While workers are threatened with layoffs, poor wages and working conditions, the health companies are posting record profits. For the big hospital operators like Helios or Asklepios, 2020 was extremely profitable. The German Helios hospitals alone earned 600 million euros before taxes last year, the Spanish hospitals of the internationally operating group also made 400 million euros.

The parent company Fresenius even reported a total pre-tax profit of 4.6 billion euros for last year. CEO Stephan Sturm said that 2020 had been “well managed.” For the shareholders, the highest dividend ever paid by Fresenius was announced, at almost half a billion euros.

To increase this further, plans for more cuts are already in place. According to a report by Zeit Online, Sturm recently stated in regard to Helios that there would be “a targeted reduction in physician capacities” in order “to secure our profitability.” When asked, the group states that it had taken a close look at every department in every hospital, indicating that it is a matter of several hundred jobs in total. Sturm told banking analysts that it could even come to the “sale of hospitals” to further reduce costs.

As the Zeit Online article makes clear, state aid has provided a windfall for shareholders. Thanks to the system of flat-rate payments to hospitals for keeping a certain number of beds free for coronavirus cases, most of the clinics in the group were able to achieve more turnover than had been calculated before the pandemic. The hospital chain received more state aid—740 million euros—than any competitor.

To enforce the dismissals, low wages and poor working conditions, the corporations and governments work closely with the trade unions, whose representatives sit on supervisory boards and similar bodies, support the cuts and sometimes even actively implement them. At the same time, they try to divert any protests against these conditions into harmless channels. This can be seen very clearly in Berlin.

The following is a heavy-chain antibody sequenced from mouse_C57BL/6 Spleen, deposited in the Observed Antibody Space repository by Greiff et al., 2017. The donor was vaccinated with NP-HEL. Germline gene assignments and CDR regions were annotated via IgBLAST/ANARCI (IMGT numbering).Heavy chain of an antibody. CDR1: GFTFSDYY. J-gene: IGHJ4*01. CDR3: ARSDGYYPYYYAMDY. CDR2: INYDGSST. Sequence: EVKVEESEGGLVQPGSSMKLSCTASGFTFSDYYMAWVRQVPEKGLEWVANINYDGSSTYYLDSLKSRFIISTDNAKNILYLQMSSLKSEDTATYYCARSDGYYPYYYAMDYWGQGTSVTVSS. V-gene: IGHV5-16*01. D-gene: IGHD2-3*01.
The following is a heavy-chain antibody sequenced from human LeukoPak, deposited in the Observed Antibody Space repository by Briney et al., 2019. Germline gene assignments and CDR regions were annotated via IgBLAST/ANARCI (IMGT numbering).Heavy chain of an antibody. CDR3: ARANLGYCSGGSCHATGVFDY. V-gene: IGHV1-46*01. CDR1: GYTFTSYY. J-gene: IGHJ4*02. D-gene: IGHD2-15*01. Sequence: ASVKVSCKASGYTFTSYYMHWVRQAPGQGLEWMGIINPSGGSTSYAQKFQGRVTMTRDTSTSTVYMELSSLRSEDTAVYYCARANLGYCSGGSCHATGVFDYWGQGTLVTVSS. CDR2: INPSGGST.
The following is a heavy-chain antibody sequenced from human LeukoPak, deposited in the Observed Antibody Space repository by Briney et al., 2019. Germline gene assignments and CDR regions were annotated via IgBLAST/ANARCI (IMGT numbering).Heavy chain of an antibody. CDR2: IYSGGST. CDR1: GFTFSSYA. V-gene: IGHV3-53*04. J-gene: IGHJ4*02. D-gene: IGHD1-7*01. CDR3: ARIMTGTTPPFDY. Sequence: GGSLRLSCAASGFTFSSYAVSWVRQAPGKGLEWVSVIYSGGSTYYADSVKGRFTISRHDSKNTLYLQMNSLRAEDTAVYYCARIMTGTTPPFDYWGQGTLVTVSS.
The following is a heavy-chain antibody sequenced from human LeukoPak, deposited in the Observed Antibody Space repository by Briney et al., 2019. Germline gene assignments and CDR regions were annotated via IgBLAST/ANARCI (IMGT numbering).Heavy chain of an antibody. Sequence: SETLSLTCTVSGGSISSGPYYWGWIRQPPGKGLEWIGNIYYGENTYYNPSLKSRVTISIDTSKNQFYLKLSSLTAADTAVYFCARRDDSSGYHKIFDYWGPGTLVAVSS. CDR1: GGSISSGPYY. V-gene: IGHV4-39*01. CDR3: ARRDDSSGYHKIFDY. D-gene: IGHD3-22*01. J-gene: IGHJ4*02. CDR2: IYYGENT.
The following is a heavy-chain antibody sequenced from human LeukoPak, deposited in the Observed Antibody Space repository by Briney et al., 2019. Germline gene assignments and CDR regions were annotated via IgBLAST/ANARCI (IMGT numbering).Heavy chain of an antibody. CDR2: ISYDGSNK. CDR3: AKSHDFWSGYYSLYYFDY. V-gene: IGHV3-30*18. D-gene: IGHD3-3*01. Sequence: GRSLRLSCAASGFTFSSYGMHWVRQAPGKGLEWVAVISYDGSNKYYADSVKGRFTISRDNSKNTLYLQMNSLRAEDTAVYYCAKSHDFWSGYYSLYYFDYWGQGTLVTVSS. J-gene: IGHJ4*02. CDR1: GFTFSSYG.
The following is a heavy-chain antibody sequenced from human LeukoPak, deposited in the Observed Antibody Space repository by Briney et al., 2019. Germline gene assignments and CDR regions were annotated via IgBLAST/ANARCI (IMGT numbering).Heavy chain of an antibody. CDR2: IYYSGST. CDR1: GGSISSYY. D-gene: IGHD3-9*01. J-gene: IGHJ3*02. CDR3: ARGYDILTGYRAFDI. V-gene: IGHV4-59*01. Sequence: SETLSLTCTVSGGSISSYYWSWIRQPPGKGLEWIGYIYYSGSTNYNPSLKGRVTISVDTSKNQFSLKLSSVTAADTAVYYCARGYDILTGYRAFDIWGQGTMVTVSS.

In recent months and years, there have been repeated strikes and protests by workers at the state-owned Charité and Vivantes hospitals. Last Wednesday, hundreds protested in front of the City Hall. The hospitals employ over 36,000 workers across Berlin.

The Verdi trade union is now demanding a “relief collective agreement” for employees in the nursing sector, which should provide for more staff on the wards. The management boards of Vivantes and Charité are supposed to sign an agreement on new staffing levels within 100 days, otherwise, Verdi will call a strike.

Since workers have been demanding more staff for years, it is not surprising that a petition was soon signed by almost 8,400 workers. The petition is to be handed over to Mayor Michael Müller (SPD). The demand for a “relief collective agreement” by Verdi is part of its well-known manoeuvres. In 2016, hospital workers were simply cheated with the “historic” collective agreement for more staff negotiated by Verdi. Even union representatives had to admit time and again that staffing targets were barely met.

By setting a 100-day deadline, Verdi wants to ensure calm in the hospitals and make sure no protests break out in the current tense situation, with enormous pent-up anger among workers. At the same time, the union is working behind the scenes with the SPD-Left Party-Green Party Senate (Berlin state executive) to prepare another sell-out. In this context, it is significant that the person responsible for the catastrophic situation at the hospitals, as well as for the unscrupulous coronavirus policies in the German capital that have cost thousands of lives, appeared at the Verdi rally, health senator (state minister) Dilek Kalayci (SPD).